Lest We Forget

“We can bear almost anything. But now the sweat breaks out on us. We must get up and run no matter where, but where these cries can no longer be heard”

Erich Maria Remarque’s ‘All Quiet On The Western Front’ was published in November, 1928, nearly ten years exactly since the end of the war it documented. It was a rich time for the publication of manuscripts, diaries and novels from the war: written perhaps out of a sense of delicacy, when the pain of the survivors was just beginning to wane. Or perhaps they were written out of fear: that a topic of great monetary potential was being passed over – that a calamity that had been called ‘great’ was about to be forgotten.

Before it had been two years in print, it had sold 2.5 million copies and had been translated into 22 languages. Its coarseness and vulgarity was taken by some to be mere attention-getting for its schlock and shock value. For its ugly realities ‘All Quiet On The Western Front’ was one of the first degenerate books to be publicly burnt by the Nazis in 1933.

The novel opens with a statement which is a declaration of honesty and distance, that it is “neither an accusation nor a confession”. The author’s intent is only to describe the experiences of a single platoon of German soldiers, whom “though they may have escaped its shells, were destroyed by the war”.

Specifically, it is the story of Paul Bäumer whom, along with the rest of his class, was urged by his professor to join the army. His classmates were eventually scattered throughout the trenches that had just begun to circulate, branching like veins, from Belgium to Switzerland. Battles were never mentioned by name, but retained a shroud-like presence in every chapter, a destructive force even when the guns are silent or when the soldier is on leave.

Paul endures the filth and boredom of trench life that was never mentioned in his professor’s idealistic tirades. The stress and fear which makes a soldier long for home is relieved only by the detachment he feels when he gets leave to visit that haven, wary of describing experiences no one could understand. It creates a sickness of mind (‘shell shock’, ‘neurasthenia’) that would only be recognized, and just barely, later in the war.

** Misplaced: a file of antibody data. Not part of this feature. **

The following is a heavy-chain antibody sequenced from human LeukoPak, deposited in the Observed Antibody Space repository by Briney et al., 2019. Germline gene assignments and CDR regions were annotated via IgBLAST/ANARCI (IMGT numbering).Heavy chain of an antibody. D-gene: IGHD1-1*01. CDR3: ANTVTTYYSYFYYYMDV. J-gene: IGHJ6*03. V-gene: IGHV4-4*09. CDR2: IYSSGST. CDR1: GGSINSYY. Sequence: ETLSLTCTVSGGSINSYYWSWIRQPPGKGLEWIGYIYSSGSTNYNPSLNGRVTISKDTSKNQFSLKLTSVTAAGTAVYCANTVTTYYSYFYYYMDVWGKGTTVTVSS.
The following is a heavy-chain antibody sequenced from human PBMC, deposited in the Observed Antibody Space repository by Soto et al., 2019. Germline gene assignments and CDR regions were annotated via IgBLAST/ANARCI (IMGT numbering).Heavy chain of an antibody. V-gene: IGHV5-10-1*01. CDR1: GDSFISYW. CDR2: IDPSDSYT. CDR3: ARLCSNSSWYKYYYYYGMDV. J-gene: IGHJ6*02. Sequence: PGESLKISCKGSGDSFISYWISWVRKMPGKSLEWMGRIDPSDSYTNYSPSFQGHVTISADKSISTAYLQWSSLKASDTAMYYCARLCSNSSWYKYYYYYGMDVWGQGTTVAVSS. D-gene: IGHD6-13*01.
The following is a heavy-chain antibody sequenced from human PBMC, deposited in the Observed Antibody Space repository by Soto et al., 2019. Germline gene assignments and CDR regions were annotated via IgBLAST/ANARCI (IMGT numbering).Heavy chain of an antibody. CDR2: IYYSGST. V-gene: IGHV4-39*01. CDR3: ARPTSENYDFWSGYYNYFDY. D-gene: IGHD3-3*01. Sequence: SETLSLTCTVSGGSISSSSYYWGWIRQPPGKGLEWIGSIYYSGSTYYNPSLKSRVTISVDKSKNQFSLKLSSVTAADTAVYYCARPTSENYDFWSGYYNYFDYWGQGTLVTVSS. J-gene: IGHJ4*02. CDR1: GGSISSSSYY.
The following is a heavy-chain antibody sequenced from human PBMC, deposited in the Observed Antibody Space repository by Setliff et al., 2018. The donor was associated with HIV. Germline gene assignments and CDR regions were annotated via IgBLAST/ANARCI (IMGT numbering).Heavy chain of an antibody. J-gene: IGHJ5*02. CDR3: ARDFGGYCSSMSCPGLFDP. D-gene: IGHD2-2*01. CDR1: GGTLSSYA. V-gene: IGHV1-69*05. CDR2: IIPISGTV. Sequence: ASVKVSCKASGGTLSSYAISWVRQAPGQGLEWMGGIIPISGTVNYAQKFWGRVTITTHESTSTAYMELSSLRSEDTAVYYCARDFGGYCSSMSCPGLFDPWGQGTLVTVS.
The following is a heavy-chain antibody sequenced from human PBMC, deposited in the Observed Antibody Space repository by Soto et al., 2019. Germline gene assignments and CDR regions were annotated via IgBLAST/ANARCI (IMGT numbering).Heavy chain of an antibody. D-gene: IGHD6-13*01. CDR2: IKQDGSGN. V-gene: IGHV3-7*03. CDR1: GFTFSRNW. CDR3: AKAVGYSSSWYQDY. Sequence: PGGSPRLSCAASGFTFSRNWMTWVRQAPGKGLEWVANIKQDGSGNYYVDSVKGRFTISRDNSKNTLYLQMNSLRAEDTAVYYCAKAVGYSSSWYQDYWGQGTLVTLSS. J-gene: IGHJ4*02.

Towards the end of the war, all of Paul’s friends are either missing or dead. Despite the rumors of peace he only sees a future that is empty, trapped within a generation that will be perpetually misunderstood. On the day of his death, the report from the front to headquarters was “all is quiet on the western front”.

And it is there that the novel ends; a harrowing journey that ends in the worst way, with a death that means nothing, that symbolizes nothing – a single, blank, unrecognized effort among millions.

In 1930 the book became a film of the same name. Screenings were besieged by Nazi-organized protests; there were mob attacks on theater goers: proof that the war was not over. But for all the ugly attention, the film won the Academy Award for Best Picture and its lead actor, Lew Ayres, became a star.

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Ayres work on the film did something more important than inaugurate a career. It made such a profound impression on him that in 1942 he was registered as a 4E conscientious objector and sent to a CO camp. He eventually served in the Pacific as a medic, setting up evacuation hospitals and providing care to soldiers and civilians in the Philippines and New Guinea, winning three battle stars. All of the money he earned during the war he donated to the American Red Cross. When Ayres resumed his career, he continued his work in film, but never attained the peak he attained when he played a soldier suffocating in mud and despair.